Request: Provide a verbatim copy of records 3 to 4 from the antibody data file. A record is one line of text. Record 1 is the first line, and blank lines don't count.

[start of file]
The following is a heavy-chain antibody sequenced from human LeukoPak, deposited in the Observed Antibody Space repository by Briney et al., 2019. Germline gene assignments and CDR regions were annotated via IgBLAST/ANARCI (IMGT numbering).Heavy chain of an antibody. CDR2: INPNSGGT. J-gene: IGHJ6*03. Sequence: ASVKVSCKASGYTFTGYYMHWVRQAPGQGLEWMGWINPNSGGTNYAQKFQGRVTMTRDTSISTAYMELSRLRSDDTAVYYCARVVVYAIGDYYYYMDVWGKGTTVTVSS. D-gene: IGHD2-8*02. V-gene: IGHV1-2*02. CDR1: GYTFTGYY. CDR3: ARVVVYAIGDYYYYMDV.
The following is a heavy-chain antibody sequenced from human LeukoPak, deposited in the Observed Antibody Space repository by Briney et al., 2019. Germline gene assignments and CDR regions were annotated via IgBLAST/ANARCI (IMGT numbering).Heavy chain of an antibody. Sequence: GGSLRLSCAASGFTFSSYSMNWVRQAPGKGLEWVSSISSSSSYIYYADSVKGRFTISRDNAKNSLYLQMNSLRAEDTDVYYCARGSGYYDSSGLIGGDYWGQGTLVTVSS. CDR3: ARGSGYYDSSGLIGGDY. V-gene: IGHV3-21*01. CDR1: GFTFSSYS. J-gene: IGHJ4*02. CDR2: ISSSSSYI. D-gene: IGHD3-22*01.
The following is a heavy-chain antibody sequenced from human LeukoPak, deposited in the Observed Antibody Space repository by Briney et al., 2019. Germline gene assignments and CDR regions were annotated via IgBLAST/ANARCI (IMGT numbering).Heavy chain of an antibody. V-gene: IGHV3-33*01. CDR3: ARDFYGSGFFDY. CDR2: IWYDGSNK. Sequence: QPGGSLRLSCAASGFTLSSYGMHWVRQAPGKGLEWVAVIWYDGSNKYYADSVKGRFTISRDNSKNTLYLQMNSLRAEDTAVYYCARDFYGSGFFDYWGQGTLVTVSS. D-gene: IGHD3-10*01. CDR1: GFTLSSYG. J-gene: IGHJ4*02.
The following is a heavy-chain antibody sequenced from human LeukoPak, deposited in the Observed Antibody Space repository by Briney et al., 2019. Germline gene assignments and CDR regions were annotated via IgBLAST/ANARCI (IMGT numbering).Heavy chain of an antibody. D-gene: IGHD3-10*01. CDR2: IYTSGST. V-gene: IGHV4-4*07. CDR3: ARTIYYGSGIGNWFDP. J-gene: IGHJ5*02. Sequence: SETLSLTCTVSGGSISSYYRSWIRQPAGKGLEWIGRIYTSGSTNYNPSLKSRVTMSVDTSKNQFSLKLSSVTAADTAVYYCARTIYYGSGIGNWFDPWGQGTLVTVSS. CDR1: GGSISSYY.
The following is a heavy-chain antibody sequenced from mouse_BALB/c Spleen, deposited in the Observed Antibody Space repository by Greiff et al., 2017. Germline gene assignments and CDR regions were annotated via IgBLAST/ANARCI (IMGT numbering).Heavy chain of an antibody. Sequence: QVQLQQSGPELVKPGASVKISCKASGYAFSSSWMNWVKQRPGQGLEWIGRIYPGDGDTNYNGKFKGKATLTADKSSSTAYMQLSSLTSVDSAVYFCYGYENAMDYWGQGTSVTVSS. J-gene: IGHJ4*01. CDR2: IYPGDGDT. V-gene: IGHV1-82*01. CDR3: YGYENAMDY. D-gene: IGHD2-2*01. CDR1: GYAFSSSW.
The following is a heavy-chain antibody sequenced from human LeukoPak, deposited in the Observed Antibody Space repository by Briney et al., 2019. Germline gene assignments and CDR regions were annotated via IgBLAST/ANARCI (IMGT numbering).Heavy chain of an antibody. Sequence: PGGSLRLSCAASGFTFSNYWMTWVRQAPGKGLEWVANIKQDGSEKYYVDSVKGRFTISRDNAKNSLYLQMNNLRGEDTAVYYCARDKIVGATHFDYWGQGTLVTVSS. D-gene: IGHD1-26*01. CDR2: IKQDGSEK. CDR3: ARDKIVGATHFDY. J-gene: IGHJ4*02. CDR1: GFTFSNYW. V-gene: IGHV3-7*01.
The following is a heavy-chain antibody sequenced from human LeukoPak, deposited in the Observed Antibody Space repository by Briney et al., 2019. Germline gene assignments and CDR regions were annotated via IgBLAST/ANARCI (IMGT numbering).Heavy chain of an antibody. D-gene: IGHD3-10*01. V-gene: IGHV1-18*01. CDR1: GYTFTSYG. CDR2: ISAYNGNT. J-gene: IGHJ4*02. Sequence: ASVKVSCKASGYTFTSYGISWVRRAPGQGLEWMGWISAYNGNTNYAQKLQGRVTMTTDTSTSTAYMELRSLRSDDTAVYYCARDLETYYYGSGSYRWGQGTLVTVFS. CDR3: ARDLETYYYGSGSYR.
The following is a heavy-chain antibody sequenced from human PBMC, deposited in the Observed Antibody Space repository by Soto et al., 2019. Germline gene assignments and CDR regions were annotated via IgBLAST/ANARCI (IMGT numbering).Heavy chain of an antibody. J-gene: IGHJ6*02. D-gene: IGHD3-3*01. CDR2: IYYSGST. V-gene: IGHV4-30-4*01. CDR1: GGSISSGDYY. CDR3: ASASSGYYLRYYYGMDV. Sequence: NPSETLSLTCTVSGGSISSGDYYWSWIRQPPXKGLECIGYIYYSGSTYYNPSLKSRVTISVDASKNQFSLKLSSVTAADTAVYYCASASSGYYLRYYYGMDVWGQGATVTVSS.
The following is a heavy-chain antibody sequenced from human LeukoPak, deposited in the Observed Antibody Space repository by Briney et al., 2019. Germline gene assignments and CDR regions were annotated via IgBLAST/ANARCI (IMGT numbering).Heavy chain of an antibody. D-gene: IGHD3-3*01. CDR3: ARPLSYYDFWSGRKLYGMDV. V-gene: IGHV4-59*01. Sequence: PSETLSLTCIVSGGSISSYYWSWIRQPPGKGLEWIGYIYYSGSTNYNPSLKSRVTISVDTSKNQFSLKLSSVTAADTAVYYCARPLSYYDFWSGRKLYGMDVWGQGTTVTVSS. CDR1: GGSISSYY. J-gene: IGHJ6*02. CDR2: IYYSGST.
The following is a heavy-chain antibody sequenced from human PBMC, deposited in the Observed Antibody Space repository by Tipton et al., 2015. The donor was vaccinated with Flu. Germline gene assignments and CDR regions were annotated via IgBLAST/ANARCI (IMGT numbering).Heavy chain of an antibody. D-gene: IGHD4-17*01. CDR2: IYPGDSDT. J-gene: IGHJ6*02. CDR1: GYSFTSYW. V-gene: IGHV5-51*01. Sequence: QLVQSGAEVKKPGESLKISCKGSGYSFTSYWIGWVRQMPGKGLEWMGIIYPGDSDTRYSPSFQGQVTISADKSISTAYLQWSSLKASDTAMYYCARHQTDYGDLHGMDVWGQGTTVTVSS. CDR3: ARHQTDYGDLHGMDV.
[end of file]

The following is a heavy-chain antibody sequenced from human LeukoPak, deposited in the Observed Antibody Space repository by Briney et al., 2019. Germline gene assignments and CDR regions were annotated via IgBLAST/ANARCI (IMGT numbering).Heavy chain of an antibody. V-gene: IGHV3-33*01. CDR3: ARDFYGSGFFDY. CDR2: IWYDGSNK. Sequence: QPGGSLRLSCAASGFTLSSYGMHWVRQAPGKGLEWVAVIWYDGSNKYYADSVKGRFTISRDNSKNTLYLQMNSLRAEDTAVYYCARDFYGSGFFDYWGQGTLVTVSS. D-gene: IGHD3-10*01. CDR1: GFTLSSYG. J-gene: IGHJ4*02.
The following is a heavy-chain antibody sequenced from human LeukoPak, deposited in the Observed Antibody Space repository by Briney et al., 2019. Germline gene assignments and CDR regions were annotated via IgBLAST/ANARCI (IMGT numbering).Heavy chain of an antibody. D-gene: IGHD3-10*01. CDR2: IYTSGST. V-gene: IGHV4-4*07. CDR3: ARTIYYGSGIGNWFDP. J-gene: IGHJ5*02. Sequence: SETLSLTCTVSGGSISSYYRSWIRQPAGKGLEWIGRIYTSGSTNYNPSLKSRVTMSVDTSKNQFSLKLSSVTAADTAVYYCARTIYYGSGIGNWFDPWGQGTLVTVSS. CDR1: GGSISSYY.